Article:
The Emperor convoked each ecumenical council, declaring its time, place, and purpose, and invited all the bishops of the Empire. After the partition of the Empire and the barbarian invasions, the Emperor only had jurisdiction over the East. In order for the bishops of the West to be represented, the Emperor would send an invitation to the Pope, who had patriarchal authority over all Latin bishops, and could act on their behalf. If a doctrine of the faith was in dispute, the Pope would prepare a definition of the faith, either on his own initiative or in consultation with the Latin bishops. Ecumenical councils took place in or near the imperial city of Constantinople, so it was generally feasible only for the bishops of that patriarchate to attend. The patriarchs of Alexandria, Antioch, and Jerusalem attended in person or by proxy. The Pope never attended in person, but sent his legates with specific instructions on doctrinal matters.
Once an ecumenical council was convened, the papal legates presided over the synod on behalf of the Pope. The issues at hand were discussed among the bishops, and the pope's definition of faith was read to the assembly. The council would then give its assent to the definition, and use it as a basis for constructing its dogmatic constitutions, which define the faith, determine which persons or writings have fallen into heresy, and prescribe ecclesiastical penalties. The bishops could also issue disciplinary canons. At the close of a general council, the constitutions and canons were submitted to the Emperor so he could promulgate them throughout the Empire, while storing the original documents in the imperial archive. In this way the Emperor acts as guardian of the faith. Since the Pope did not attend in person, and he only authorized his legates to proclaim his definition of the faith, any further acts of the council needed papal ratification. After the council closed, the constitutions and canons were sent to the Pope for his signature. Only with papal approval could the acts be binding in the West, thereby giving the council true ecumenical status. The Pope sometimes elected to exclude or qualify some of the constitutions or canons in his ratification. Any decree or canon excluded by the Pope would not have ecumenical authority, but would at most be binding in the ecclesial jurisdictions of the East.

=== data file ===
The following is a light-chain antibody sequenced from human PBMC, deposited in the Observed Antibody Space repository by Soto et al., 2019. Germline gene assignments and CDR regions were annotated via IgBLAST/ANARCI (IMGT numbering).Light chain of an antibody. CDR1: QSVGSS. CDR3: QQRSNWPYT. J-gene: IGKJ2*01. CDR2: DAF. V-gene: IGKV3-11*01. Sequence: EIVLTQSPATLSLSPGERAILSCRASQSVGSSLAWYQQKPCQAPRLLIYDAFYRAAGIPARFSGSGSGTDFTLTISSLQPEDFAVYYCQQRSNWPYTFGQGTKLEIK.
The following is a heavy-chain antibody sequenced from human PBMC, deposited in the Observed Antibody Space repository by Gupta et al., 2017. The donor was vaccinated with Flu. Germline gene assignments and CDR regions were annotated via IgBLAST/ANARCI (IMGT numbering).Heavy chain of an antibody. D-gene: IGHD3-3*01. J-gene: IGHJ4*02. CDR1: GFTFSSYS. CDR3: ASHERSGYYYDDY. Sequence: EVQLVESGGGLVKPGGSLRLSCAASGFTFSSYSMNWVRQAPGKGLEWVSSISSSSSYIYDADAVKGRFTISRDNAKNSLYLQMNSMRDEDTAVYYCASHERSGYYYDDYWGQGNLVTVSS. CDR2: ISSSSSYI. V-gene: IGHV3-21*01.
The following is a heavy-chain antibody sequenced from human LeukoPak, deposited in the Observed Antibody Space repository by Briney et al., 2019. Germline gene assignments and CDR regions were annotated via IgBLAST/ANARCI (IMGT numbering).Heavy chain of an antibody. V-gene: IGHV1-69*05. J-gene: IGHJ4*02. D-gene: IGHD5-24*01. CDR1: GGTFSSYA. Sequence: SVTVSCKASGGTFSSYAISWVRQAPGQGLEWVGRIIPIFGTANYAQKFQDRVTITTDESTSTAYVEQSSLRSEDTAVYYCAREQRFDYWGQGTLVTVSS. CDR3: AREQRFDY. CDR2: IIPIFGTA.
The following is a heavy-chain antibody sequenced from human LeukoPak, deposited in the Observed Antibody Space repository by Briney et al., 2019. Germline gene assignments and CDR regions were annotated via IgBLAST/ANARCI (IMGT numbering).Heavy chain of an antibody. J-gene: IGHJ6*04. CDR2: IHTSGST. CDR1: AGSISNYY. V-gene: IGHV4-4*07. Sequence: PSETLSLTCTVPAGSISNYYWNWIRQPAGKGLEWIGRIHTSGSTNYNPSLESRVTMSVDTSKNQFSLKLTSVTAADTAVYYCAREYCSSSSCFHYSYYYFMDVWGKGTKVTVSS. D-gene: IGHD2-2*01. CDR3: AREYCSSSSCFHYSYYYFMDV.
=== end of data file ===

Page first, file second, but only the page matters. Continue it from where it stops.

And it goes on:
How accurate is this definition?
Originally it was only a council of the Orient; the arguments of Baronius (ad an. 381, nos. 19, 20) to prove that it was called by Pope Damasus are invalid (Hefele-Leclercq, Hist. des Conciles, Paris, 1908, II, 4). It was attended by 150 Catholic and 36 heretical (Semi-Arian, Macedonian) bishops, and was presided over by Meletius of Antioch; after his death, by the successive Patriarchs of Constantinople, St. Gregory Nazianzen and Nectarius.
In 379 Meletius held a council of 150 bishops in order to assure the triumph of orthodoxy in the East, and published a profession of faith which was to meet the approval of the Council of Constantinople (382). The end of the schism was near at hand. Since the two factions which divided the Antiochene Church were orthodox there remained but to unite them actually, a difficult move, but easy when the death of either bishop made it possible for the survivor to exercise full authority without hurting pride or discipline. This solution Meletius recognized as early as 381, but his friendly and peace- making proposals were rejected by Paulinus who refused to come to any agreement or settlement. http://www.newadvent.org/cathen/10161b.htm
So, papal legates running a council that is presided by a holy Bishop not even in communion with Rome? Don't think so.